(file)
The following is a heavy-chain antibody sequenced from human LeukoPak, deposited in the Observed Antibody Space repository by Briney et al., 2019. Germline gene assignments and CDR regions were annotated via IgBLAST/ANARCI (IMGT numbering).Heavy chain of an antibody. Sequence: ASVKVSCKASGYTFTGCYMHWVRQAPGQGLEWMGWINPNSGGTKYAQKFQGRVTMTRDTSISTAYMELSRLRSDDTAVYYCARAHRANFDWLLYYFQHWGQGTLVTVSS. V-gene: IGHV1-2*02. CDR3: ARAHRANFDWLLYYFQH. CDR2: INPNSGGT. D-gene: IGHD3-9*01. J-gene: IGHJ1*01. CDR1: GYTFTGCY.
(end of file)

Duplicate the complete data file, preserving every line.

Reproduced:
The following is a heavy-chain antibody sequenced from human LeukoPak, deposited in the Observed Antibody Space repository by Briney et al., 2019. Germline gene assignments and CDR regions were annotated via IgBLAST/ANARCI (IMGT numbering).Heavy chain of an antibody. Sequence: ASVKVSCKASGYTFTGCYMHWVRQAPGQGLEWMGWINPNSGGTKYAQKFQGRVTMTRDTSISTAYMELSRLRSDDTAVYYCARAHRANFDWLLYYFQHWGQGTLVTVSS. V-gene: IGHV1-2*02. CDR3: ARAHRANFDWLLYYFQH. CDR2: INPNSGGT. D-gene: IGHD3-9*01. J-gene: IGHJ1*01. CDR1: GYTFTGCY.